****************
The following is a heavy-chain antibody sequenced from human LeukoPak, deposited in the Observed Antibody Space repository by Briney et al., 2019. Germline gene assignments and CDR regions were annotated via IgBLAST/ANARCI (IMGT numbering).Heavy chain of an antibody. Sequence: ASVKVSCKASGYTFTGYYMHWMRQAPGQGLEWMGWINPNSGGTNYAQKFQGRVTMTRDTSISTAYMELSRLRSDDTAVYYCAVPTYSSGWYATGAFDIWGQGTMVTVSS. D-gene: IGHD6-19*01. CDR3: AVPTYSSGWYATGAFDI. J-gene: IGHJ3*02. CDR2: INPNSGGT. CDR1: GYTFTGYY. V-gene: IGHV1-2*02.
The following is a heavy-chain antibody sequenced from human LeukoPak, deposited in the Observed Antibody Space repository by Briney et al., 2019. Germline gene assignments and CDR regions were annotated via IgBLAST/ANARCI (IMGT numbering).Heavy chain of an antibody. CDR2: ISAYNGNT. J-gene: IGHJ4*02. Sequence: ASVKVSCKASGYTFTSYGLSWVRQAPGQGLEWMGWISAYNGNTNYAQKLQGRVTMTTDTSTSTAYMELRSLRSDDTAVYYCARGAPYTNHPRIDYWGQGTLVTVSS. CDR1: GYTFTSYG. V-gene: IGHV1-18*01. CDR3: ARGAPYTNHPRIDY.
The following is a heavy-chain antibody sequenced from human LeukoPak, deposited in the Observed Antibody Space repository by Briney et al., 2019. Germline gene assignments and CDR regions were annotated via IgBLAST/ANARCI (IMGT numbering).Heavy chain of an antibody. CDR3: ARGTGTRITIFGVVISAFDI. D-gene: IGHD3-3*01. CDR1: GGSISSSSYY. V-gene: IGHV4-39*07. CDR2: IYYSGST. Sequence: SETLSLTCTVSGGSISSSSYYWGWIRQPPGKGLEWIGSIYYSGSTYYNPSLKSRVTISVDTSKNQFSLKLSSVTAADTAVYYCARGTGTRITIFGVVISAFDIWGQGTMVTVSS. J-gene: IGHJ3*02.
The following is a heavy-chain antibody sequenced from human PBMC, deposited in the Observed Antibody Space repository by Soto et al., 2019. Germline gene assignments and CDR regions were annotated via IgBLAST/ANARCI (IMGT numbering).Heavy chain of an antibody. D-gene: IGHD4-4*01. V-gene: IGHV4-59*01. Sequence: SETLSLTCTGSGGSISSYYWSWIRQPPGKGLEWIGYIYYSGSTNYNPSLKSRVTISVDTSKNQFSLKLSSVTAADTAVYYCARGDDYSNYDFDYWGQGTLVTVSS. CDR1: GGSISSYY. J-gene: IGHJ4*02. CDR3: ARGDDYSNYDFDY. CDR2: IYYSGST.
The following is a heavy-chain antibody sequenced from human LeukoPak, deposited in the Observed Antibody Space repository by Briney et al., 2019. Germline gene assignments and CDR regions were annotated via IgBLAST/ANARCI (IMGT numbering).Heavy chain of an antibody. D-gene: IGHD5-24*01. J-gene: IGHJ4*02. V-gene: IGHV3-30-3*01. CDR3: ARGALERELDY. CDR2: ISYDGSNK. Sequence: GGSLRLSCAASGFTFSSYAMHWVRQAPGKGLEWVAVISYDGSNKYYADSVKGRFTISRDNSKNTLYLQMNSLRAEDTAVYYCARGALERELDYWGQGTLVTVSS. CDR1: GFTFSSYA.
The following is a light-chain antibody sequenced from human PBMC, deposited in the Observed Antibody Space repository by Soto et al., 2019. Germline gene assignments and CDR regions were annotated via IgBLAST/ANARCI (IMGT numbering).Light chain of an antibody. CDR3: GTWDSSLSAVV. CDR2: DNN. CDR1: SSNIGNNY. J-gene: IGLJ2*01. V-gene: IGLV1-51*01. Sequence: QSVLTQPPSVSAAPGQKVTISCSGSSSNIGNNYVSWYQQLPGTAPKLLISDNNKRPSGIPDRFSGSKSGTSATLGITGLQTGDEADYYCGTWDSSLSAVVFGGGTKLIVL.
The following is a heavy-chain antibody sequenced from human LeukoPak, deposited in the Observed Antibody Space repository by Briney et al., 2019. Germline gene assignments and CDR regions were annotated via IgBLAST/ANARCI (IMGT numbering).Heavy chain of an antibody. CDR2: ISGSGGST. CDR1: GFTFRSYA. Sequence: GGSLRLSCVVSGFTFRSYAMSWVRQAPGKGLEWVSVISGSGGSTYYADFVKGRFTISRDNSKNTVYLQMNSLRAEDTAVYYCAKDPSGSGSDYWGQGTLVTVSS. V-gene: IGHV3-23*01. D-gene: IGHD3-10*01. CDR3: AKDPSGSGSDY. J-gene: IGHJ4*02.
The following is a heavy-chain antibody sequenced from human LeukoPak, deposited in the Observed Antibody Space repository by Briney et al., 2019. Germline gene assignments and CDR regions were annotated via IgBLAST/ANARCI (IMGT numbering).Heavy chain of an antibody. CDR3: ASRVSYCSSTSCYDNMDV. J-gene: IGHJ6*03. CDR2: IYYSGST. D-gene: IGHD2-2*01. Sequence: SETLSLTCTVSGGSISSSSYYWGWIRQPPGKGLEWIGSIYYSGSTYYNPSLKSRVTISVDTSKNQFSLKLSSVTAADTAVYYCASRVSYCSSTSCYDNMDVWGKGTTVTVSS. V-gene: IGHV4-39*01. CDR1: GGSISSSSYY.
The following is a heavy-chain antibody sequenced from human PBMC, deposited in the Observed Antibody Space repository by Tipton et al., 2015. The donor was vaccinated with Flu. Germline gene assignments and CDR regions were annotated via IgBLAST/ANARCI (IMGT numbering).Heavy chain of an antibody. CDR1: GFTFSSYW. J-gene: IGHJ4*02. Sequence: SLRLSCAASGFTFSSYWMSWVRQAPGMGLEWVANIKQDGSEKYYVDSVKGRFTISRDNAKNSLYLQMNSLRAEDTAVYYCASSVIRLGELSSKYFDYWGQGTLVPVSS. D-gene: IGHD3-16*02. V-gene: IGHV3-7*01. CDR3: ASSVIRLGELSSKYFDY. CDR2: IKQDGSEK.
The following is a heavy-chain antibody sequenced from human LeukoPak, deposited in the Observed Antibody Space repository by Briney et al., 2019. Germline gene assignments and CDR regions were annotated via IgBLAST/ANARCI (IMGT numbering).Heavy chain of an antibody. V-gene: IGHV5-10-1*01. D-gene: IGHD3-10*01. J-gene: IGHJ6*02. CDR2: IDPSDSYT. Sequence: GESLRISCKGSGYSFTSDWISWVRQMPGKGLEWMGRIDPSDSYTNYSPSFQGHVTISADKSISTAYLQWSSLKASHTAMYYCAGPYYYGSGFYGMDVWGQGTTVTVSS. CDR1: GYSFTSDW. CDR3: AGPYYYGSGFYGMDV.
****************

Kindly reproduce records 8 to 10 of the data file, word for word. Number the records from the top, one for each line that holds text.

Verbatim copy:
The following is a heavy-chain antibody sequenced from human LeukoPak, deposited in the Observed Antibody Space repository by Briney et al., 2019. Germline gene assignments and CDR regions were annotated via IgBLAST/ANARCI (IMGT numbering).Heavy chain of an antibody. CDR3: ASRVSYCSSTSCYDNMDV. J-gene: IGHJ6*03. CDR2: IYYSGST. D-gene: IGHD2-2*01. Sequence: SETLSLTCTVSGGSISSSSYYWGWIRQPPGKGLEWIGSIYYSGSTYYNPSLKSRVTISVDTSKNQFSLKLSSVTAADTAVYYCASRVSYCSSTSCYDNMDVWGKGTTVTVSS. V-gene: IGHV4-39*01. CDR1: GGSISSSSYY.
The following is a heavy-chain antibody sequenced from human PBMC, deposited in the Observed Antibody Space repository by Tipton et al., 2015. The donor was vaccinated with Flu. Germline gene assignments and CDR regions were annotated via IgBLAST/ANARCI (IMGT numbering).Heavy chain of an antibody. CDR1: GFTFSSYW. J-gene: IGHJ4*02. Sequence: SLRLSCAASGFTFSSYWMSWVRQAPGMGLEWVANIKQDGSEKYYVDSVKGRFTISRDNAKNSLYLQMNSLRAEDTAVYYCASSVIRLGELSSKYFDYWGQGTLVPVSS. D-gene: IGHD3-16*02. V-gene: IGHV3-7*01. CDR3: ASSVIRLGELSSKYFDY. CDR2: IKQDGSEK.
The following is a heavy-chain antibody sequenced from human LeukoPak, deposited in the Observed Antibody Space repository by Briney et al., 2019. Germline gene assignments and CDR regions were annotated via IgBLAST/ANARCI (IMGT numbering).Heavy chain of an antibody. V-gene: IGHV5-10-1*01. D-gene: IGHD3-10*01. J-gene: IGHJ6*02. CDR2: IDPSDSYT. Sequence: GESLRISCKGSGYSFTSDWISWVRQMPGKGLEWMGRIDPSDSYTNYSPSFQGHVTISADKSISTAYLQWSSLKASHTAMYYCAGPYYYGSGFYGMDVWGQGTTVTVSS. CDR1: GYSFTSDW. CDR3: AGPYYYGSGFYGMDV.